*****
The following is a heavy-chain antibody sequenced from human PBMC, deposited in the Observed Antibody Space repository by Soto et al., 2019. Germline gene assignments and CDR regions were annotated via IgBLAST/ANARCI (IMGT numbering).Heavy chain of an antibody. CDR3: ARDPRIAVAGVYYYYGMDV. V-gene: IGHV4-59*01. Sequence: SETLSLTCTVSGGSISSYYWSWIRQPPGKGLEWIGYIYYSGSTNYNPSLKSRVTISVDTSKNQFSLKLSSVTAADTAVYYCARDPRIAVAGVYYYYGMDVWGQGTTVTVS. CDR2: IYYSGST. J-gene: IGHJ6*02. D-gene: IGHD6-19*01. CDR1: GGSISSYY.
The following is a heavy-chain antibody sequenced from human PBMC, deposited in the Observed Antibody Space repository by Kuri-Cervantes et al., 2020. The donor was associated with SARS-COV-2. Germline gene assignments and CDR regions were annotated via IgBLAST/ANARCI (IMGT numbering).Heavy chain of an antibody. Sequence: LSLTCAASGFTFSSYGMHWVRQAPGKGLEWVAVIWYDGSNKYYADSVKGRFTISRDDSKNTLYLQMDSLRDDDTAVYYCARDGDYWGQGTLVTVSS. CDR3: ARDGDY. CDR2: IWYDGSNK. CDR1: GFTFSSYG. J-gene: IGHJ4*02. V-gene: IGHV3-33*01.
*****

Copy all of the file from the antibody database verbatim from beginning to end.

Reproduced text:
The following is a heavy-chain antibody sequenced from human PBMC, deposited in the Observed Antibody Space repository by Soto et al., 2019. Germline gene assignments and CDR regions were annotated via IgBLAST/ANARCI (IMGT numbering).Heavy chain of an antibody. CDR3: ARDPRIAVAGVYYYYGMDV. V-gene: IGHV4-59*01. Sequence: SETLSLTCTVSGGSISSYYWSWIRQPPGKGLEWIGYIYYSGSTNYNPSLKSRVTISVDTSKNQFSLKLSSVTAADTAVYYCARDPRIAVAGVYYYYGMDVWGQGTTVTVS. CDR2: IYYSGST. J-gene: IGHJ6*02. D-gene: IGHD6-19*01. CDR1: GGSISSYY.
The following is a heavy-chain antibody sequenced from human PBMC, deposited in the Observed Antibody Space repository by Kuri-Cervantes et al., 2020. The donor was associated with SARS-COV-2. Germline gene assignments and CDR regions were annotated via IgBLAST/ANARCI (IMGT numbering).Heavy chain of an antibody. Sequence: LSLTCAASGFTFSSYGMHWVRQAPGKGLEWVAVIWYDGSNKYYADSVKGRFTISRDDSKNTLYLQMDSLRDDDTAVYYCARDGDYWGQGTLVTVSS. CDR3: ARDGDY. CDR2: IWYDGSNK. CDR1: GFTFSSYG. J-gene: IGHJ4*02. V-gene: IGHV3-33*01.